Negro Leagues stats put Josh Gibson on top

For almost a century, Negro Leagues baseball player and power hitter Josh Gibson was called the Black Babe Ruth. But now, perhaps all baseball fans should refer to the Babe as the white Josh Gibson!

Left to right: Satchel Paige and Josh Gibson, 1942

Why? For the first time in baseball history, the excluded statistics of over 2,400 players from the Negro Leagues have been incorporated in Major League Baseball record books. This has put Gibson ahead of stars and heroes like Babe Ruth, Ty Cobb, Lou Gehrig and others!

History was made on May 29 when Major League Baseball announced that statistics from the seven different Negro Leagues from 1920 to 1948 were officially combined with their historical records.

Now, Gibson is the new MLB all-time batting champion. His career batting average of .372 is ahead of Ty Cobb’s .367. He is also the new leader in slugging percentage (SLG) and on base plus slugging (OPS) percentage, surpassing Ruth in both categories.

Finally, everyone who played in the Negro Leagues is on par with all major league baseball players.

And yes, women. While MLB has never had a woman player, there were actually three women in the Negro Leagues. The first was Toni Stone, who played for the Indianapolis Clowns and the Kansas City Monarchs. Connie Morgan and Mamie “Peanut” Johnson followed.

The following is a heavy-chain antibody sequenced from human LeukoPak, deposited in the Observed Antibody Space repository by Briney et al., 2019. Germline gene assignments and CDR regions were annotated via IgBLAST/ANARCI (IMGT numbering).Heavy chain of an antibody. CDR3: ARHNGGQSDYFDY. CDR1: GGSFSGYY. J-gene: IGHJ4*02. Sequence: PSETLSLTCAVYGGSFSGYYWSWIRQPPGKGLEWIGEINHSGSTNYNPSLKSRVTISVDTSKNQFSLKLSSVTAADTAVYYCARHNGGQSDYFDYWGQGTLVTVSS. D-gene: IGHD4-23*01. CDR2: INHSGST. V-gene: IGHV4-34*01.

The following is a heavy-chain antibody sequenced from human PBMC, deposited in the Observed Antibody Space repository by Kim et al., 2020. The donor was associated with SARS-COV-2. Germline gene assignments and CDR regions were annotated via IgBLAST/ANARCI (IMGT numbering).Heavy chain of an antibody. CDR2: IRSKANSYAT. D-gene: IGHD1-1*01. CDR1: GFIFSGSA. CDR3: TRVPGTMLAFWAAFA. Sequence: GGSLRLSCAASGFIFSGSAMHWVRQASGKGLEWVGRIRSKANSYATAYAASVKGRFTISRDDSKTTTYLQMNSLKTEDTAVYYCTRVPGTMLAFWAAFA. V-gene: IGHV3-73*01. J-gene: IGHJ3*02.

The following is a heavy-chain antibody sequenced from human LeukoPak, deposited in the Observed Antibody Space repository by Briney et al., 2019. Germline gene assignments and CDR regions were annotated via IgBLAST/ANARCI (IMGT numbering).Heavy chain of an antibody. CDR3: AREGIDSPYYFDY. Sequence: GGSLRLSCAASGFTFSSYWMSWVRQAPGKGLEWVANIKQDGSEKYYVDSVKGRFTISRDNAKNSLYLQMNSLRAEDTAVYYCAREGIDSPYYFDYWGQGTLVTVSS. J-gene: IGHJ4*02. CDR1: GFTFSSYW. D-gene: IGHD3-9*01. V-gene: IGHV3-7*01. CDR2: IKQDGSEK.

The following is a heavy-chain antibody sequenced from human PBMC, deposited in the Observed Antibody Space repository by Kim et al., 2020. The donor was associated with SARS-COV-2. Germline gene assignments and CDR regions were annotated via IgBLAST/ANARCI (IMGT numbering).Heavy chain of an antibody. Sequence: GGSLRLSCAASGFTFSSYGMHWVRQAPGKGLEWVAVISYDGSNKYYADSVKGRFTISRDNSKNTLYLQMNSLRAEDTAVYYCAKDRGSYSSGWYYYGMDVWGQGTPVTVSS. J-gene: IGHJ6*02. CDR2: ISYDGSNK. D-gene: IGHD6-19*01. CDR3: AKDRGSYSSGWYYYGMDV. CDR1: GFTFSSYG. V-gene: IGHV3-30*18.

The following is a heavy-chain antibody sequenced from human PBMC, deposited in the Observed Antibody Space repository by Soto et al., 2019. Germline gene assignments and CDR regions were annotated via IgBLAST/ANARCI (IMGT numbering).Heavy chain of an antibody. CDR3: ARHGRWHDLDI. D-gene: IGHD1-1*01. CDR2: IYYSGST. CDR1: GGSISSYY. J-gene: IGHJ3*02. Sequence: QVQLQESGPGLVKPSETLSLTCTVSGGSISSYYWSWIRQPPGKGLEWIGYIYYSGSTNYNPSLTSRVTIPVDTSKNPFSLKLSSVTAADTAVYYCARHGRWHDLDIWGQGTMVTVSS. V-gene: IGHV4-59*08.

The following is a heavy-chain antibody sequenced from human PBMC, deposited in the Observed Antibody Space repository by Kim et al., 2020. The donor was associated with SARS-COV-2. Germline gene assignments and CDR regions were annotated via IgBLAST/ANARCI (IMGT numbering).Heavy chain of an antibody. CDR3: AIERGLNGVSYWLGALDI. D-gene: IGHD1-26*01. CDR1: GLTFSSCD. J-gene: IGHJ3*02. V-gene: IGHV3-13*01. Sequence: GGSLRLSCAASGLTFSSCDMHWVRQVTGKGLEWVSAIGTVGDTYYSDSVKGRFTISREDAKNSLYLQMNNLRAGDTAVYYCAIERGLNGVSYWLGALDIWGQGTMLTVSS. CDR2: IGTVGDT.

The New York Amsterdam News validated the talents and temperament of Stone, Morgan and Johnson when the Clowns played the Monarchs in a doubleheader at Yankee Stadium in 1954, writing, “The girls take a back seat to no one on the field.” (

Recognition after ‘decades of denial’

A revealing editorial in the May 29 Los Angeles Times said: “After decades of denial about the exceptional performance of Black players before Jackie Robinson broke the color barrier in 1947, Major League Baseball agreed in 2020 that the seven major Negro Leagues were indeed major leagues, as much as the National League or the American League.

“That year is considered the 100th anniversary of the Negro Leagues. The racial reckoning following the police murder of George Floyd probably played a role as well.” 

In 2020, Major League Baseball recognized records and statistics from 3,400 players who played in the Negro Leagues from 1920 to 1948. The inclusion of these players into the MLB official records was a result of efforts by the Negro League Researchers and Authors Group. The MLB-supported group amassed the most comprehensive statistical database of the Negro Leagues by culling box scores from 345 different newspapers. Larry Lester, co-founder of the Negro Leagues Baseball Museum in Kansas City, led the NLRAG and continues to audit the statistics.